Monday, December 31, 2018

Go For It: Publish Your Book

As a 7th grader I discovered YA Lit, Sweet Valley High to be exact. My love of reading led to a love writing. I knew then I wanted to become a writer and publish books. This interest in reading and writing continued for many years. Although, I thought the ship had sailed on becoming a professional writer because #1. I didn't  have time to write every day like a true writer and #2. I didn't have the patience to write query letters to find an agent or publisher. This year was different. I decided to invest in myself this summer, and took a personal sabbatical to study picture book writing in the woods alone.

Well, I wasn't all alone. I attended the  Highlights Writer's Summer camp in rural Pennsylvania with other writers and professional writers such as Linda Sue Park, Lamar Giles, Anna-Marie Mc Lemore, and more.

It was a great fan girl experience. While I was there, I was assigned a fabulous professional writer and mentor, Alison Green Meyers, who really took time to walk me through the professional picture book writing experience.

I met two literary agents, and they offered to read my work. I also was reminded of the book to find possible agents and publishers.

All I had to do was write query letters to find the right match for my work. This part is much easier said than done for a busy elementary librarian. There are several professional writers out there who are also librarians. But, I just didn't have the time or patience to find a professional "Prince Charming" who would publish and treat my work like Cinderella.
At the end of the summer I discovered Kindle Kids' Book Creator as a way to self-publish my work on-line. I know some say self-publishing is just not the same as a "real" published piece by a publisher. At this point in my life, I say who cares. Ultimately, I'm publishing my work for myself to achieve a dream. When I see my e-book on Amazon, it feels complete; instead of collecting dust in some sad little folder in my closet. This year during library orientation, I was able to share my work with my students. I also pursued this dream for my students. I want my students to know it's okay to go for your dreams. If they want to write picture books, novels, and etc., they can publish their work now on Amazon.

Publishing a book using Kindle Kids' Book Creator is a real makerspace adventure. You are in charge of everything: the artwork, the layout, the marketing, and etc. It's recommended to create a dummy book first to get a sense of the book's flow to create a page turning book. The whole process is a lot of work, but it's also a lot of fun. I'm looking forward to publishing more books on-line, and helping others to do the same.

Sunday, September 30, 2018

Creating a Learning Commons Library

Each year I try to perfect the library services offered to students and teachers. For many years I offered a bi-weekly fixed schedule, and the open times were considered flex times for collaborative projects. This year we are trying something new at my school. We are creating a learning commons in our library. The concept of a library as a learning commons is not new. Several other librarians in my school district use this framework and love it. That is one of the reasons why I was drawn to it. As a learning commons the library truly becomes an extension of every classroom not just the ELA classes. Instead of seeing classes every other week students organically use the library as they need it. Now they visit the library when ever they need a new book not just when it's their classes' checkout day. Students come into the library to complete assignments and use the library resources as they need them. Students visit the library in small groups and learning stations are setup in the library. This framework works perfectly with makerspace. Instead of transforming the library into a makerspace for a class, I can set-up makerspace stations for students to visit throughout the school day.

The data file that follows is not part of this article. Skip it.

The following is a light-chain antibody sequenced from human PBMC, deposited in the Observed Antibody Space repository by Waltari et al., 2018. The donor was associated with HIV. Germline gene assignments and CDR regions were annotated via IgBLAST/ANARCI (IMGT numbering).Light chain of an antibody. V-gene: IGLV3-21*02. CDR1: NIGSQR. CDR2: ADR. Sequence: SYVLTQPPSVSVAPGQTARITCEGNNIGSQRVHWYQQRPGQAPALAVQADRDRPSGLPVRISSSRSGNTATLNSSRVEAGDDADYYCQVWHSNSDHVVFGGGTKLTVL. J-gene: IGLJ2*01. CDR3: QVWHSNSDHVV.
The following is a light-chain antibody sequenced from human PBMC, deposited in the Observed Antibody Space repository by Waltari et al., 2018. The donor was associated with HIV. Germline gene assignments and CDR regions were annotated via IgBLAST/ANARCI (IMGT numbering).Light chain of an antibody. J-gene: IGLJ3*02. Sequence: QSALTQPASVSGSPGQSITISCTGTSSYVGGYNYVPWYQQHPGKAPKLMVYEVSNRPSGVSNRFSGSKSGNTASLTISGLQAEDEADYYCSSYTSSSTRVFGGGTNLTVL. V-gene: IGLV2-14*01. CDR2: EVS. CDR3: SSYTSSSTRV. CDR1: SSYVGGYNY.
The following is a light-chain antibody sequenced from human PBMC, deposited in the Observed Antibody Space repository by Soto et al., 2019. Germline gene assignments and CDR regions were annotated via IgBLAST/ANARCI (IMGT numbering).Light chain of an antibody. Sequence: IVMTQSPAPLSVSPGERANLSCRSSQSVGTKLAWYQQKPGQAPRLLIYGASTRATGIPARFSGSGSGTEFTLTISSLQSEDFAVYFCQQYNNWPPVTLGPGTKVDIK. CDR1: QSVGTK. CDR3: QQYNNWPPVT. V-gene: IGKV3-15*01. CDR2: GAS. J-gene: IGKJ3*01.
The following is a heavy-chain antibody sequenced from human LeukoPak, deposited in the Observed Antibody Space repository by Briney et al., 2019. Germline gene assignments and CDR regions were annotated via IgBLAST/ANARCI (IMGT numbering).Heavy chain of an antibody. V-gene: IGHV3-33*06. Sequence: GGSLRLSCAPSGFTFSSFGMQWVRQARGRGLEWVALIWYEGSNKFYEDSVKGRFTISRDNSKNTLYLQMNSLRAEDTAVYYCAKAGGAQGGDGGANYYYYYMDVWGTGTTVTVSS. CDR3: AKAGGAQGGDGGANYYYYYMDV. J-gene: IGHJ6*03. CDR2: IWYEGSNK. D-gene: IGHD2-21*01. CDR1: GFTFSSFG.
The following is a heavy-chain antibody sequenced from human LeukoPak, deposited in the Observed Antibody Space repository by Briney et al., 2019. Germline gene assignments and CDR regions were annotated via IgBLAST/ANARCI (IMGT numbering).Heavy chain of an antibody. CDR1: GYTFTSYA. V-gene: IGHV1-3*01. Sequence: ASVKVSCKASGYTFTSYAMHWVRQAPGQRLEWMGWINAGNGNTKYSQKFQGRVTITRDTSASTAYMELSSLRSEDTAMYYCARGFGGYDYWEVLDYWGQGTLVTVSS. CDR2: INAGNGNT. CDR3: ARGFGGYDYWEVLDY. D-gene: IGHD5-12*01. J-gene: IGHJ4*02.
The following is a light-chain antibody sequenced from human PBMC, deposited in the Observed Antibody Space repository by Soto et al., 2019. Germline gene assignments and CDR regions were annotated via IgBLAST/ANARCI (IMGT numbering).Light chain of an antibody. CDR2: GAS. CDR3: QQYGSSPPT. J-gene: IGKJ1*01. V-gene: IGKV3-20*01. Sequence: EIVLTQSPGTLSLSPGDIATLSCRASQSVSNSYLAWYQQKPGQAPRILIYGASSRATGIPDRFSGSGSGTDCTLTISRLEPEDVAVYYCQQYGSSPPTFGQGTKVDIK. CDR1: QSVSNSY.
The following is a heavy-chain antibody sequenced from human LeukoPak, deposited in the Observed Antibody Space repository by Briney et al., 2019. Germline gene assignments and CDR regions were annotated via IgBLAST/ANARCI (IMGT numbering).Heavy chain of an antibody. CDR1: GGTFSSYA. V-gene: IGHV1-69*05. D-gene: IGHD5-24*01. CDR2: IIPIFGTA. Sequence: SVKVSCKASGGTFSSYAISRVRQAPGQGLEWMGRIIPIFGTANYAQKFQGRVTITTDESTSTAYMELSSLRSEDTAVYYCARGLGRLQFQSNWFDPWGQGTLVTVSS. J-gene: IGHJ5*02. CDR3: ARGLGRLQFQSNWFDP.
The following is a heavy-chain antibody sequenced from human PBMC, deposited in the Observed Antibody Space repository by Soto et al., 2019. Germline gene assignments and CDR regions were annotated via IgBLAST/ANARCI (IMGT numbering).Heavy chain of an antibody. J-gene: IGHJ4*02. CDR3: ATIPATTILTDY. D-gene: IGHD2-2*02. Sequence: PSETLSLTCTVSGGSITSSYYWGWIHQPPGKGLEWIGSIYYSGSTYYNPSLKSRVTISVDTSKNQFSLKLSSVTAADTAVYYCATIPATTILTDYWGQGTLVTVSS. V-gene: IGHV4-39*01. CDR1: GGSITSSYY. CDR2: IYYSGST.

This is a picture of the first learning commons station I set-up with the 2nd grade team. After learning the difference between a fiction and non-fiction book in the classroom, students came into the library to sort the basket of books into stacks fiction and non-fiction. Students took one book from each stack. Students were asked to discuss and write out an explanation why one book was fiction and the other was non-fiction. Students spent the rest of the time in the library independently checking in their library books and checking out new books.
How does it work? 
A learning commons library uses a flex schedule which means classes use the library when they need it not because it's their library day. This means that I must collaborate with teachers, so I can set-up stations, library resources, and have min-lessons prepared that extend classroom learning in the library. The library has become a place where students meet to collaborate, communicate, innovate, and share  with their class, small groups and individually. When the students are in the library they maybe working independently with a parent volunteer, with their teacher, or librarian depending on the task. On Wednesday of each week the next week's schedule is developed. I start by blocking out programs, teams meetings, and any other meetings I want to attend. I leave the schedule at the circulation desk for teachers to sign-up. At the end of the week, I type up the schedule in excel. I also check to see if there's a class who maybe missing out on the great things the library has to offer.